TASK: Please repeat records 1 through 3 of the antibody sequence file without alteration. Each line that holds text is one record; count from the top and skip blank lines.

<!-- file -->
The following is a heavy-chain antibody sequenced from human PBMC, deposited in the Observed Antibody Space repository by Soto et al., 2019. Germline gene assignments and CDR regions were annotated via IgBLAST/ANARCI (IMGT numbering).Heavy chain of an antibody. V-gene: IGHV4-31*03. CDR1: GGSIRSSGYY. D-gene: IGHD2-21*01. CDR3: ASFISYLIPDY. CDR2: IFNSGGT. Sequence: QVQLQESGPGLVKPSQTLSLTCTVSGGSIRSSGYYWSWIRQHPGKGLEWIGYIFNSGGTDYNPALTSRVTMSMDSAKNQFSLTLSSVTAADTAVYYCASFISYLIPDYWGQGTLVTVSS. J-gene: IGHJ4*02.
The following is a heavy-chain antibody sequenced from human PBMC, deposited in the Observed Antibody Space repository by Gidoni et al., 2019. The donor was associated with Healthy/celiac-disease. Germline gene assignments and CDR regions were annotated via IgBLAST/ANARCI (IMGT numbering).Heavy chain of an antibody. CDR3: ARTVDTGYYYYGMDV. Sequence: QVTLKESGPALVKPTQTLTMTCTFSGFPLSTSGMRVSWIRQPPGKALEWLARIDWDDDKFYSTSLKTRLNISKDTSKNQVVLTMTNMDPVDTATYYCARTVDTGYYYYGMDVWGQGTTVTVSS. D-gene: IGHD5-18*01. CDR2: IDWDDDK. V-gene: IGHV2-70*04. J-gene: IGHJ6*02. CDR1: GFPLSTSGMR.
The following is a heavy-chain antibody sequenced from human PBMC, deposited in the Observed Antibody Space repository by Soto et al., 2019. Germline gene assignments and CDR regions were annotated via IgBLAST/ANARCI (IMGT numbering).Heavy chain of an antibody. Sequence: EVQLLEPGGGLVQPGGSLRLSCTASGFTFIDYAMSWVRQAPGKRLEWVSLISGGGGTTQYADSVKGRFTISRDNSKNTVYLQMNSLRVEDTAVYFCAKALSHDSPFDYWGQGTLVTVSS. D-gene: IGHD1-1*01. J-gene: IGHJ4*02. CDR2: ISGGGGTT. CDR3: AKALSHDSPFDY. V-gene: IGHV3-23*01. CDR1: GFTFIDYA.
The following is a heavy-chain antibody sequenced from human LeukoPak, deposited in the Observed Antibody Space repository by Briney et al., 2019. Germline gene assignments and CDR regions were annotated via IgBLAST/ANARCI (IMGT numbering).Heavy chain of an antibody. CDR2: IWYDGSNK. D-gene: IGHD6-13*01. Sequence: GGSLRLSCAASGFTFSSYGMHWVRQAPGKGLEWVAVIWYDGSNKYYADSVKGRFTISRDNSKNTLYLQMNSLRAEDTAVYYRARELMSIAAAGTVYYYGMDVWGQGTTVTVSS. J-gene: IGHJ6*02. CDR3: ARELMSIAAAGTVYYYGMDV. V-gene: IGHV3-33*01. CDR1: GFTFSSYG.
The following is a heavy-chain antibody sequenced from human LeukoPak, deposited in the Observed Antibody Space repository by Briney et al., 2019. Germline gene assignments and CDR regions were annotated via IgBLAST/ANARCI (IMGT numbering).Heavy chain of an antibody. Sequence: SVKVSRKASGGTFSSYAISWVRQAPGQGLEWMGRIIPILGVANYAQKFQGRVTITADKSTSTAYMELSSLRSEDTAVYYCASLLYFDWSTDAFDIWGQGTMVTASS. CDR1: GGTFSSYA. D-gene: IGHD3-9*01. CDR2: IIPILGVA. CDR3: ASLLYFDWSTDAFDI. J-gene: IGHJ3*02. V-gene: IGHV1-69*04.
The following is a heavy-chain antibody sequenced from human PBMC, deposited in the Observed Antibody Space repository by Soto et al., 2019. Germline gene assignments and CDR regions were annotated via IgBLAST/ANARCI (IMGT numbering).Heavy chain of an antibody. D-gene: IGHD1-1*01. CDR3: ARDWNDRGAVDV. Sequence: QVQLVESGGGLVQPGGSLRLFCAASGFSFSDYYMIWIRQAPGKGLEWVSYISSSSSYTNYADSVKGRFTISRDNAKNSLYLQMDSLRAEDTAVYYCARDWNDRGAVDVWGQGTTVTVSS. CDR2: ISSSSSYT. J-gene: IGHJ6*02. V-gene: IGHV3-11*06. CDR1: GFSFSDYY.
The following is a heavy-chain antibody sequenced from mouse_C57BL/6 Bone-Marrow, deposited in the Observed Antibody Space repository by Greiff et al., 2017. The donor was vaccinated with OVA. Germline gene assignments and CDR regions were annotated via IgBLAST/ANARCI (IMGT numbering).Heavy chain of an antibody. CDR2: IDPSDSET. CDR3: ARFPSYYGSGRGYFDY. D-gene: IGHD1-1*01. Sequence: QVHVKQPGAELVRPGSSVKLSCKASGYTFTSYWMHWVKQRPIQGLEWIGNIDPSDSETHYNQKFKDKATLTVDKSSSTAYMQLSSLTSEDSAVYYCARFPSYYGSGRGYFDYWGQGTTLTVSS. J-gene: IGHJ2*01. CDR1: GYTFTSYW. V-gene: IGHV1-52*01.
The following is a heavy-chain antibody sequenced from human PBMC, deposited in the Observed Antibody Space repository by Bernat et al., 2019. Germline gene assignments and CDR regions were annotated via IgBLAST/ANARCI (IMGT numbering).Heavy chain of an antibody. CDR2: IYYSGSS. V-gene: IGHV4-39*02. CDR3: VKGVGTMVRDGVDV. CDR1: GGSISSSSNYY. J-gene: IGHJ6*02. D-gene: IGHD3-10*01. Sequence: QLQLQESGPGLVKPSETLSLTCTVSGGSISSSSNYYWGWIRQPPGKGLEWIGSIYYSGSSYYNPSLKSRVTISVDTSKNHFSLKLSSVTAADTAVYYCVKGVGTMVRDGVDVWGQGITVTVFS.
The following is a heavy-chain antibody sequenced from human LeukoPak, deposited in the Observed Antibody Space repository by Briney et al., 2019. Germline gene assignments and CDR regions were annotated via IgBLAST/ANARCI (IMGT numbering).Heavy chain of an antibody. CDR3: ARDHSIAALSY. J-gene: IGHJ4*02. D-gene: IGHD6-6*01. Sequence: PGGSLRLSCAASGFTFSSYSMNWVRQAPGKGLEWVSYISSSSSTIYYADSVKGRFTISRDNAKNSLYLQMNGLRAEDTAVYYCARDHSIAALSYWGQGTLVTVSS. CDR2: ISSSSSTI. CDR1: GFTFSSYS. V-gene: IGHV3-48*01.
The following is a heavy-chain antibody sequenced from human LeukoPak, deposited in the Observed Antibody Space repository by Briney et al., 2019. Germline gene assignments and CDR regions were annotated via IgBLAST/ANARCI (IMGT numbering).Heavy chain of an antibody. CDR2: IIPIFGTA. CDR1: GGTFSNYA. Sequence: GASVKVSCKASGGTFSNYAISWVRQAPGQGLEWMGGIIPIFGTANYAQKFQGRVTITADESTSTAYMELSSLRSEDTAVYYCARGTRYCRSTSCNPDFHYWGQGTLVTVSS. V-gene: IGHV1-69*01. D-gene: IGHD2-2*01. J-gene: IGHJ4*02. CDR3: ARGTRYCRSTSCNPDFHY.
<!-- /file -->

The following is a heavy-chain antibody sequenced from human PBMC, deposited in the Observed Antibody Space repository by Soto et al., 2019. Germline gene assignments and CDR regions were annotated via IgBLAST/ANARCI (IMGT numbering).Heavy chain of an antibody. V-gene: IGHV4-31*03. CDR1: GGSIRSSGYY. D-gene: IGHD2-21*01. CDR3: ASFISYLIPDY. CDR2: IFNSGGT. Sequence: QVQLQESGPGLVKPSQTLSLTCTVSGGSIRSSGYYWSWIRQHPGKGLEWIGYIFNSGGTDYNPALTSRVTMSMDSAKNQFSLTLSSVTAADTAVYYCASFISYLIPDYWGQGTLVTVSS. J-gene: IGHJ4*02.
The following is a heavy-chain antibody sequenced from human PBMC, deposited in the Observed Antibody Space repository by Gidoni et al., 2019. The donor was associated with Healthy/celiac-disease. Germline gene assignments and CDR regions were annotated via IgBLAST/ANARCI (IMGT numbering).Heavy chain of an antibody. CDR3: ARTVDTGYYYYGMDV. Sequence: QVTLKESGPALVKPTQTLTMTCTFSGFPLSTSGMRVSWIRQPPGKALEWLARIDWDDDKFYSTSLKTRLNISKDTSKNQVVLTMTNMDPVDTATYYCARTVDTGYYYYGMDVWGQGTTVTVSS. D-gene: IGHD5-18*01. CDR2: IDWDDDK. V-gene: IGHV2-70*04. J-gene: IGHJ6*02. CDR1: GFPLSTSGMR.
The following is a heavy-chain antibody sequenced from human PBMC, deposited in the Observed Antibody Space repository by Soto et al., 2019. Germline gene assignments and CDR regions were annotated via IgBLAST/ANARCI (IMGT numbering).Heavy chain of an antibody. Sequence: EVQLLEPGGGLVQPGGSLRLSCTASGFTFIDYAMSWVRQAPGKRLEWVSLISGGGGTTQYADSVKGRFTISRDNSKNTVYLQMNSLRVEDTAVYFCAKALSHDSPFDYWGQGTLVTVSS. D-gene: IGHD1-1*01. J-gene: IGHJ4*02. CDR2: ISGGGGTT. CDR3: AKALSHDSPFDY. V-gene: IGHV3-23*01. CDR1: GFTFIDYA.